A smiling Wakinya tells me he is happy to have completed the transformation process from boyhood to manhood, as his culture demands. “I can now marry and have children,” he says excitedly. Wakinya dropped out of school, because his parents could not afford to pay his school fees. He is now engaged in an agro sales business in Bulucheke, Bududa district.
Inemba and marriage
In Bugisu, tradition demands that newly circumcised initiates who cannot continue with school, marry only after performing Inemba. Lawrence Mushiso, an elder in Bunamasongo village, notes that Inemba, also known as the Khura Babana mungubo tsingale rite, is a revered post-Imbalu rite, performed across Bugisu. “It is through the performance of this rite, that circumcised initiates, like Wakinya, are traditionally bestowed upon the honour of manhood. The traditional animal skin cloths or regalia that the initiates are draped in are called Isumbati and it is what they wear as they perform the Inemba dance,” he says. The Inemba dance is a concluding dance. It closes the Imbalu ritual cycle, which begins in January of every even year, with the Isonja dance and continues in August, in the same even year, with the inauguration of Imbalu (circumcision),” Mushiso explains.
At a glance
During the dance, initiates move back and forth, stamping their feet, shaking
their shoulders, twisting their skins and swaying their bodies from left to right, in a show of their new masculine identity and power. They sing songs of victory, denigrating fellow initiates who portrayed fear during circumcision or who postponed their Imbalu.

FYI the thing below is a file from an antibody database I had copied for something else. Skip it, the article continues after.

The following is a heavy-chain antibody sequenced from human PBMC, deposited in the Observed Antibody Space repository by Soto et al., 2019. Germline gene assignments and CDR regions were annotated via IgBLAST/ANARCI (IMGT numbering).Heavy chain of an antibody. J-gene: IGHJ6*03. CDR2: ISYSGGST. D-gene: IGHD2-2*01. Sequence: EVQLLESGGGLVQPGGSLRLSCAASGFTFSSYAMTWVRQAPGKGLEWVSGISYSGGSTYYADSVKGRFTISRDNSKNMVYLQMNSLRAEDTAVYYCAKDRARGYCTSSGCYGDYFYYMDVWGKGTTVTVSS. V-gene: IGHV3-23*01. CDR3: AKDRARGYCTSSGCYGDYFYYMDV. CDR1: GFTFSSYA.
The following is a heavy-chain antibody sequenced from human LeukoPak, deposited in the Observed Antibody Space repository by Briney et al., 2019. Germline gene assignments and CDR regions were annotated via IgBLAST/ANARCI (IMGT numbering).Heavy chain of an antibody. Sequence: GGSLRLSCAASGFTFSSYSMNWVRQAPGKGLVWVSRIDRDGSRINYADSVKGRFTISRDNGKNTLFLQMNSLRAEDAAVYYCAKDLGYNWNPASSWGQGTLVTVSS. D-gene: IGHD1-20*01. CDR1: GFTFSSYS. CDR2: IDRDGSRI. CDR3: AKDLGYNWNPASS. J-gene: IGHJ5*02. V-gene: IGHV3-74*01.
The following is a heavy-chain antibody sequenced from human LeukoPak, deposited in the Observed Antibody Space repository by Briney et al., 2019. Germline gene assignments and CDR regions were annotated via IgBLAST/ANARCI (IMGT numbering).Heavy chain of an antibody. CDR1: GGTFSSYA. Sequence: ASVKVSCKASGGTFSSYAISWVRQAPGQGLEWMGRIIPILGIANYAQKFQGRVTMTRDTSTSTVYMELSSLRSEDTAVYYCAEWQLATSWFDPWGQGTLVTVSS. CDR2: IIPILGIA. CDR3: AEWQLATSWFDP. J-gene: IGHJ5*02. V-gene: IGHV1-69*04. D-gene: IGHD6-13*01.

As they dance, the initiates bend and pass the Isumbati between their legs. The Isumbati is first lifted to the left shoulder, then to the right shoulder and thrown between the legs.
During the dance, the initiates also lift their legs to show potential suitors that their wounds are fully healed and that they can, therefore, copulate. The female dancers, who accompany the initiates, dance and gyrate as they lift their legs.
They also spread out their arms, slightly tilt to the left and then to the right. The lifting of legs by the females in many ways symbolises that they are ready for marriage. “This dance is also meant to help young men and women to make acquaintances with potential suitors,” Fred Nakhokho, an elder in Bulucheke, Bududa, says.
The Story of Wakinya
For Wakinya, Friday, March 14, 2017 was the day he was clothed in the traditional Bamasaba robe of manhood.
The ceremony took place in Bunamasongo village, Bushika sub-county in Bududa. It was performed in full view of excited relatives and friends. At 12:30pm on a hot afternoon in Bunamasongo, a beaming Wakinya was carefully dressed in the Isumbati cloth by Patrick Wabuteya, a clan elder.